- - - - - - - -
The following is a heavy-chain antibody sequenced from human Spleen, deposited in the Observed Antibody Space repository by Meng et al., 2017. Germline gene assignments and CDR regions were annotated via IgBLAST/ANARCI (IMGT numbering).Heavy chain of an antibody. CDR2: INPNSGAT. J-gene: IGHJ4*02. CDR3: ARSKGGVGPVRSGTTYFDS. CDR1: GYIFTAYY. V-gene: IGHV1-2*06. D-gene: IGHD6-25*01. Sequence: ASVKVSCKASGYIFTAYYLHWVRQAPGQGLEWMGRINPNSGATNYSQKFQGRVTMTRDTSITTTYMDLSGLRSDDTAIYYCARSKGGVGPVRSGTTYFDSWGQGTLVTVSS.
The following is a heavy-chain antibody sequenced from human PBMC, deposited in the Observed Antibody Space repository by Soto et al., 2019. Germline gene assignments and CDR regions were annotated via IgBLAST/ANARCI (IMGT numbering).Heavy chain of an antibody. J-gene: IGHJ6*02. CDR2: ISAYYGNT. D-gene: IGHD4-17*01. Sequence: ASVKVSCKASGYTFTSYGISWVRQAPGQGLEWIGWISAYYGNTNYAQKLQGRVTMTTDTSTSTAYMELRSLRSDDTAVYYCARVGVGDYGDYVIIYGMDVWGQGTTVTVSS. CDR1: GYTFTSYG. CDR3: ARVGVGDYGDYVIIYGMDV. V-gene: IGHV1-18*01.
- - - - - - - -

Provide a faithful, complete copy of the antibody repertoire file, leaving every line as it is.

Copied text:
The following is a heavy-chain antibody sequenced from human Spleen, deposited in the Observed Antibody Space repository by Meng et al., 2017. Germline gene assignments and CDR regions were annotated via IgBLAST/ANARCI (IMGT numbering).Heavy chain of an antibody. CDR2: INPNSGAT. J-gene: IGHJ4*02. CDR3: ARSKGGVGPVRSGTTYFDS. CDR1: GYIFTAYY. V-gene: IGHV1-2*06. D-gene: IGHD6-25*01. Sequence: ASVKVSCKASGYIFTAYYLHWVRQAPGQGLEWMGRINPNSGATNYSQKFQGRVTMTRDTSITTTYMDLSGLRSDDTAIYYCARSKGGVGPVRSGTTYFDSWGQGTLVTVSS.
The following is a heavy-chain antibody sequenced from human PBMC, deposited in the Observed Antibody Space repository by Soto et al., 2019. Germline gene assignments and CDR regions were annotated via IgBLAST/ANARCI (IMGT numbering).Heavy chain of an antibody. J-gene: IGHJ6*02. CDR2: ISAYYGNT. D-gene: IGHD4-17*01. Sequence: ASVKVSCKASGYTFTSYGISWVRQAPGQGLEWIGWISAYYGNTNYAQKLQGRVTMTTDTSTSTAYMELRSLRSDDTAVYYCARVGVGDYGDYVIIYGMDVWGQGTTVTVSS. CDR1: GYTFTSYG. CDR3: ARVGVGDYGDYVIIYGMDV. V-gene: IGHV1-18*01.